O'Connor is the same judge who sided with Republican-controlled states earlier this year over transgender protections in public schools sought by the Obama administration. That lawsuit centered on a federal directive requiring schools to let transgender students use bathrooms consistent with their gender identity.

The lawsuit in which O'Connor issued the injunction Saturday contends that the rules, which were finalized in May, could force doctors to help with gender transition contrary to their religious beliefs or medical judgment. Transgender rights advocates called that a far-fetched hypothetical, saying a person would not approach a doctor who lacked suitable experience and expertise.

Joining Texas in the lawsuit were Wisconsin, Kentucky, Nebraska and Kansas, along with the Christian Medical and Dental Association and Franciscan Alliance, an Indiana-based network of religious hospitals.

The Obama administration finalized the regulations around the time it issued its directive to public schools regarding transgender students. Thirteen states signed on to fight that directive, including three involved in the latest lawsuit, and won a temporary injunction in August from U.S. District Judge Reed O'Connor.

North Carolina lawmakers will meet Wednesday for a special session to consider eliminating the state’s so-called “bathroom bill,” clearing the way for legislators to potentially drop a highly criticized measure that prompted lawsuits and cost the state jobs and tourism dollars.

 This announcement came not long after the city of Charlotte abandoned a nondiscrimination ordinance Monday that helped spark the controversial statewide law, which put North Carolina at the center of a heated national debate over transgender rights.

North Carolina’s governor-elect, Roy Cooper (D), said Monday that because of Charlotte’s actions, state lawmakers would call a special session to vote on repealing the measure known as House Bill 2 (or “H.B. 2″).

The bill is best-known for its provisions restricting which restrooms transgender people can use, but it also reversed local ordinances expanding protections for LGBT people and limited some minimum-wage standards. When the Justice Department and North Carolina filed dueling lawsuits over the bill earlier this year, U.S. Attorney General Loretta E. Lynch said the fight was “about a great deal more than just bathrooms.”

In a video message Monday evening, Gov. Pat McCrory (R) said he would call the special session for Wednesday. McCrory, a former Charlotte mayor who conceded to Cooper this month, again criticized his opponents, who he said had fueled the entire debate.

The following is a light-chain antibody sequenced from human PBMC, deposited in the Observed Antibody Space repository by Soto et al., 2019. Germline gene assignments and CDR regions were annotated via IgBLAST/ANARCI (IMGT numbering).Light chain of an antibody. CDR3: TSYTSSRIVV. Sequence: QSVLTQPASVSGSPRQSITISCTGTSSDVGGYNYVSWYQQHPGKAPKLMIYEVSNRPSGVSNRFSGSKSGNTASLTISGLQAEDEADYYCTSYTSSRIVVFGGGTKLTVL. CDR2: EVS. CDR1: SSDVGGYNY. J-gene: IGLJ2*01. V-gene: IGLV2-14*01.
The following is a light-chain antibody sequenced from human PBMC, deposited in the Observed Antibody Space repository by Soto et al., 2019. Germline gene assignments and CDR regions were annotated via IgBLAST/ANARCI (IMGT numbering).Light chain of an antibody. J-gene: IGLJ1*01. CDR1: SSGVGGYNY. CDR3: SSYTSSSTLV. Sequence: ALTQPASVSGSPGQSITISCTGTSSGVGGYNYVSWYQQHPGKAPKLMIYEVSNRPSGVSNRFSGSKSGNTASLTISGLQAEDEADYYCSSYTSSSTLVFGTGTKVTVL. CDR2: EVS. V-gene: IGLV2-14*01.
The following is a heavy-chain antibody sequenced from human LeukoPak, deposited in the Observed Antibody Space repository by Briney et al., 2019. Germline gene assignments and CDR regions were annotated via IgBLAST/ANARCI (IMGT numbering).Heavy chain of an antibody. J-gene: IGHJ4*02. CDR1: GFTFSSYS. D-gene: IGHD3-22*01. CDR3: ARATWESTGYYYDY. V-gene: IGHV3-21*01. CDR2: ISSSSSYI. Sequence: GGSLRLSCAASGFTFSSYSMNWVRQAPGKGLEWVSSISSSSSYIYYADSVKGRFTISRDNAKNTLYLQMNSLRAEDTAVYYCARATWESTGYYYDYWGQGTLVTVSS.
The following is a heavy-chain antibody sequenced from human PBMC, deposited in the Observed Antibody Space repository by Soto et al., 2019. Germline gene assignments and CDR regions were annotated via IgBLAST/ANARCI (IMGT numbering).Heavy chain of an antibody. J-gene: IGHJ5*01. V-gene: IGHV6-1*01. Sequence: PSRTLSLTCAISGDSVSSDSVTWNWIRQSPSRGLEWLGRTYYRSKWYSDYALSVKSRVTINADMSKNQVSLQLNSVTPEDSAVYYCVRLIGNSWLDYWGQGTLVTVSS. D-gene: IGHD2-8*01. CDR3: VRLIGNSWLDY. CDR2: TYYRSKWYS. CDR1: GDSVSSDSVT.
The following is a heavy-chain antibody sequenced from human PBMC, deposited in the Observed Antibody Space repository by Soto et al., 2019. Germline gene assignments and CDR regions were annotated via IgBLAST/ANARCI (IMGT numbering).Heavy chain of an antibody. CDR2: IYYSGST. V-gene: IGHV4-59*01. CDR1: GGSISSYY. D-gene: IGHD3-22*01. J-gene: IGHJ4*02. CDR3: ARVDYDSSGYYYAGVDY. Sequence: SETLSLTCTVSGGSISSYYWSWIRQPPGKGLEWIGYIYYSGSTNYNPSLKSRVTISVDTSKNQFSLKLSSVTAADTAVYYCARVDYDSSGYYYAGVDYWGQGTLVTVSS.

“The sudden reversal with little notice after the gubernatorial election has ended sadly proves this entire issue originated by the political left was all about politics at the expense of Charlotte and the entire state of North Carolina,” he said.

McCrory and other elected officials in North Carolina who had backed the bill said it was needed to combat “government overreach” in Charlotte and protect women, comments they continued pressing on Monday. Opponents said H.B. 2 amounted to state-sanctioned discrimination, and it was criticized by a host of business groups as well as civil rights organizations.

[‘Not about bathrooms’: Critics decry North Carolina law’s lesser-known elements]

Cooper had said in a statement Monday morning that the Republican legislative leadership had “assured me that as a result of Charlotte’s vote, a special session will be called” to repeal H.B. 2. He praised the move to get rid of the law, which he said would “bring jobs, sports and entertainment events back and will provide the opportunity for strong LGBT protections in our state.”

The head of the Human Rights Campaign said Cooper told them he had worked out a deal with state lawmakers to scrap the bathroom bill. A spokesman for Cooper did not respond to messages seeking comment Monday.

The top Republicans in the North Carolina legislature — Sen. Phil Berger, the president pro tempore of the state Senate, and Rep. Tim Moore, speaker of the House — sharply denounced Charlotte Mayor Jennifer Roberts and Cooper on Monday. They had particularly harsh words for Cooper, calling him “dishonest and disingenuous” in attempting “to take credit” for a possible vote on repealing the measure.

“Today Roy Cooper and Jennifer Roberts proved what we said was the case all along: their efforts to force men into women’s bathrooms and shower facilities was a political stunt to drive out-of-state money into the governor’s race,” Berger and Moore said in a joint statement.

“For months, we’ve said if Charlotte would repeal its bathroom ordinance that created the problem, we would take up the repeal” of H.B. 2, they continued. “Roy Cooper is not telling the truth about the legislature committing to call itself into session — we’ve always said that was Gov. McCrory’s decision, and if he calls us back, we will be prepared to act.”